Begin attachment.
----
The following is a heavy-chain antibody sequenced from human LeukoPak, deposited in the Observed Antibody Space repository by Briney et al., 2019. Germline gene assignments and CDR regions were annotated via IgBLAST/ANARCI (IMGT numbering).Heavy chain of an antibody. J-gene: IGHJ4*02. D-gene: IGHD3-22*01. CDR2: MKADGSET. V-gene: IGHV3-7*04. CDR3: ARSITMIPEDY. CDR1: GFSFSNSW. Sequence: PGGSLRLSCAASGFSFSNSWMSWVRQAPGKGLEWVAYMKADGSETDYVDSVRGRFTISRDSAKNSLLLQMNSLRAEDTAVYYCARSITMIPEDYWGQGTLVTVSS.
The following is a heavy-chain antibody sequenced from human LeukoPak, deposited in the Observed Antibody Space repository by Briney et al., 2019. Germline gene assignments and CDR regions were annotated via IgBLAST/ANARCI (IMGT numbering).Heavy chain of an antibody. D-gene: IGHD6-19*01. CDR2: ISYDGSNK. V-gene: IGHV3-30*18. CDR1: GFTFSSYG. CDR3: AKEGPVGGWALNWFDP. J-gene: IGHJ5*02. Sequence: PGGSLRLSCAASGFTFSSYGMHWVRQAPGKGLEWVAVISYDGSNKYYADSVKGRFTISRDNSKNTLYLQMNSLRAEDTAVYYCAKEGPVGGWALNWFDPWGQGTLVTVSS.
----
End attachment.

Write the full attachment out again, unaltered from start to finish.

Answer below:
The following is a heavy-chain antibody sequenced from human LeukoPak, deposited in the Observed Antibody Space repository by Briney et al., 2019. Germline gene assignments and CDR regions were annotated via IgBLAST/ANARCI (IMGT numbering).Heavy chain of an antibody. J-gene: IGHJ4*02. D-gene: IGHD3-22*01. CDR2: MKADGSET. V-gene: IGHV3-7*04. CDR3: ARSITMIPEDY. CDR1: GFSFSNSW. Sequence: PGGSLRLSCAASGFSFSNSWMSWVRQAPGKGLEWVAYMKADGSETDYVDSVRGRFTISRDSAKNSLLLQMNSLRAEDTAVYYCARSITMIPEDYWGQGTLVTVSS.
The following is a heavy-chain antibody sequenced from human LeukoPak, deposited in the Observed Antibody Space repository by Briney et al., 2019. Germline gene assignments and CDR regions were annotated via IgBLAST/ANARCI (IMGT numbering).Heavy chain of an antibody. D-gene: IGHD6-19*01. CDR2: ISYDGSNK. V-gene: IGHV3-30*18. CDR1: GFTFSSYG. CDR3: AKEGPVGGWALNWFDP. J-gene: IGHJ5*02. Sequence: PGGSLRLSCAASGFTFSSYGMHWVRQAPGKGLEWVAVISYDGSNKYYADSVKGRFTISRDNSKNTLYLQMNSLRAEDTAVYYCAKEGPVGGWALNWFDPWGQGTLVTVSS.